Histaminarme Ernährung

Low histamine diet

Today we would like to look at a topic that may also be of great importance to you: the low histamine diet. Have you lately often with unpleasant symptoms such as headaches, skin rashes, digestive problems or allergy-like reactions? allergy-like reactions? It could be that a histamine intolerance is the reason. But many do not even know what is behind their complaints.

Histamine is a substance that occurs naturally in our body and plays a role in various important processes. However, excessive histamine levels can lead to these unpleasant symptoms. The good news is that a low histamine diet can help to reduce these symptoms to alleviate and your well-being to increase.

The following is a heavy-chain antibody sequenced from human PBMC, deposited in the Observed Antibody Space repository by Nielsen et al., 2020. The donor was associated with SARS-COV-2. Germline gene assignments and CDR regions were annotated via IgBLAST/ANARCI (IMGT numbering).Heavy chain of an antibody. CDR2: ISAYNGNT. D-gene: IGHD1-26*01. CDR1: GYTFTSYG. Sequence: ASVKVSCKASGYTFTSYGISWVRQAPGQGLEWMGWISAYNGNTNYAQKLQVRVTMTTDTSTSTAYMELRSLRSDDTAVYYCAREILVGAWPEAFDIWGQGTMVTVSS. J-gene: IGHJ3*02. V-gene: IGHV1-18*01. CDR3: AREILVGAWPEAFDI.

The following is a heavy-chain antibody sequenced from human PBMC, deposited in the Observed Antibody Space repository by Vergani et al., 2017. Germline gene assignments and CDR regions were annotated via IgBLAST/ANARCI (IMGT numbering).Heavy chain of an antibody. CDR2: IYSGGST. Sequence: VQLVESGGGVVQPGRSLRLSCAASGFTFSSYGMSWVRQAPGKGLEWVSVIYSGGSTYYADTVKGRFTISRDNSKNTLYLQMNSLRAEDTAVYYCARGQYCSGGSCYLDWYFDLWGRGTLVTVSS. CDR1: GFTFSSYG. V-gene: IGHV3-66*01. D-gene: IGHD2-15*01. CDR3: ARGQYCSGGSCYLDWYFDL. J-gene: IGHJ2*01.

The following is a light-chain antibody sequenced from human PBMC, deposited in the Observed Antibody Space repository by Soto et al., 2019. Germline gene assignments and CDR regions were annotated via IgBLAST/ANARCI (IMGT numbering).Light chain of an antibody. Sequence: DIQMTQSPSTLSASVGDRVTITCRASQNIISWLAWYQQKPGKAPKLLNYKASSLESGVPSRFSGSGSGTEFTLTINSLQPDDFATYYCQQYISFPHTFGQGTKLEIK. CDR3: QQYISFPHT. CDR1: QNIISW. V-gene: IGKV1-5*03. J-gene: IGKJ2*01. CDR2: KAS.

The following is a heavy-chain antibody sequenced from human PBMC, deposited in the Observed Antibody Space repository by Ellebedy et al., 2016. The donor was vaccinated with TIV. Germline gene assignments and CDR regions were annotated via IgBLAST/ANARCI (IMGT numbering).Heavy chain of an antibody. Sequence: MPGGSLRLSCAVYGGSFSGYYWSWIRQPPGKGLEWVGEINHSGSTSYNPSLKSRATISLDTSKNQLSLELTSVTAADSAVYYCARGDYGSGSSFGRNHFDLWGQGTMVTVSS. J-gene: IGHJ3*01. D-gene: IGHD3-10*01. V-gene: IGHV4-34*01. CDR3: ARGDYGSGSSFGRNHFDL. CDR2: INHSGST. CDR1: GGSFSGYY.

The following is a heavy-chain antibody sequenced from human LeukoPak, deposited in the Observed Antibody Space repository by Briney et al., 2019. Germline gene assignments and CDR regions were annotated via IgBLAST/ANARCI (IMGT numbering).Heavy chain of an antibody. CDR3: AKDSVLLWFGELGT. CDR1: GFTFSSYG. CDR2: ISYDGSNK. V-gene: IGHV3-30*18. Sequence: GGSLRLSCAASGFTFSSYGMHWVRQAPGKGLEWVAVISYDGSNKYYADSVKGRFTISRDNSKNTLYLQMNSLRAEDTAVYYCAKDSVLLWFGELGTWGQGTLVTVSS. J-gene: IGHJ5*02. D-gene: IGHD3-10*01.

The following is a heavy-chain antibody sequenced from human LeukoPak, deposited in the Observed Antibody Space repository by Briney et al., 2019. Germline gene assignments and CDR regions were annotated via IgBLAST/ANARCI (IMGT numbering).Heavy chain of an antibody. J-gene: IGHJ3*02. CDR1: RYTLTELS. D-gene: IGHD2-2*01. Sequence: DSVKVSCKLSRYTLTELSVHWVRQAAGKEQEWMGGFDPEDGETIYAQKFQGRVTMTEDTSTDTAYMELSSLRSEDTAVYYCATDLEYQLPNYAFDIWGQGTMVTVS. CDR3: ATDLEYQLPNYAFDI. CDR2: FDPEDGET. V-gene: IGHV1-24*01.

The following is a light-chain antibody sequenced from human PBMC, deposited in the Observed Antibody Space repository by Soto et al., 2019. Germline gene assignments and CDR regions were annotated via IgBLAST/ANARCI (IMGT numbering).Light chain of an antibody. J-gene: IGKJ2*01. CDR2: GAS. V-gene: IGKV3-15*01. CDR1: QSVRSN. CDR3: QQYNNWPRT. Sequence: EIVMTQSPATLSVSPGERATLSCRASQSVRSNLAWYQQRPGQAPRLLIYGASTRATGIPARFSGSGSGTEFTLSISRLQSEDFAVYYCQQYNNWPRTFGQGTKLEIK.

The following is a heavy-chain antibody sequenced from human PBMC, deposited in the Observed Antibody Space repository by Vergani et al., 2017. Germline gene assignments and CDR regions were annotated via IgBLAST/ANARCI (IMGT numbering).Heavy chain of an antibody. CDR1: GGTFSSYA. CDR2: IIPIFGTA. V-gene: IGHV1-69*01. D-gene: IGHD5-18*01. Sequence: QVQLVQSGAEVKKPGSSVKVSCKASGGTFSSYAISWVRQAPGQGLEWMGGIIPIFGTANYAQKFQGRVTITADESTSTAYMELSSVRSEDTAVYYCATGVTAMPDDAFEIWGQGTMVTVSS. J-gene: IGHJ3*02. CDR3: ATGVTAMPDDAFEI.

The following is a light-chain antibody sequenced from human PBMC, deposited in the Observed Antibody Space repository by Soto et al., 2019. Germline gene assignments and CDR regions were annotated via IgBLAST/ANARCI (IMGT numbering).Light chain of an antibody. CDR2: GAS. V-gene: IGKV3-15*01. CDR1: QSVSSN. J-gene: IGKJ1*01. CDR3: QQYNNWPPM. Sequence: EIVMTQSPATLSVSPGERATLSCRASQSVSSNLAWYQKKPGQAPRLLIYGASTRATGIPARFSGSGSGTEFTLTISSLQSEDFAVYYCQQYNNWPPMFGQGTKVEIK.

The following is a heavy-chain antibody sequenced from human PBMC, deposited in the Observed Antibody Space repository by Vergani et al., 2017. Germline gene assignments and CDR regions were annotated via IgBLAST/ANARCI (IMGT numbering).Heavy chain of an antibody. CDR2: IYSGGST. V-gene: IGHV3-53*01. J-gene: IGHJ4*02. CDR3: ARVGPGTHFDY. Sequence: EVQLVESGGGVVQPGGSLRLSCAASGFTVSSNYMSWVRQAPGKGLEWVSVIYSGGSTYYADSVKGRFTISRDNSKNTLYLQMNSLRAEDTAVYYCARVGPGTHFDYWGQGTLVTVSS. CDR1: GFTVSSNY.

Together, we would like to look at the basics of this in this article. We will find out which foods have a high histamine content and which you should therefore avoid. At the same time, we will focus on alternatives to keep your diet varied and enjoyable.

To make everyday life with a low histamine diet easier, we will also discuss practical tips and advice. Because it is important that you are able to adjust your diet accordingly without having to sacrifice enjoyment and variety.

Now let's dive into the world of low-histamine nutrition together and discover ways to improve our health and well-being through conscious food selection and preparation.

Definition and function of histamine in the body

Histamine is a naturally occurring chemical compound in the body that functions as a neurotransmitter and tissue hormone. It is produced and released by specific cells, particularly mast cells. Histamine performs several functions in the body, including: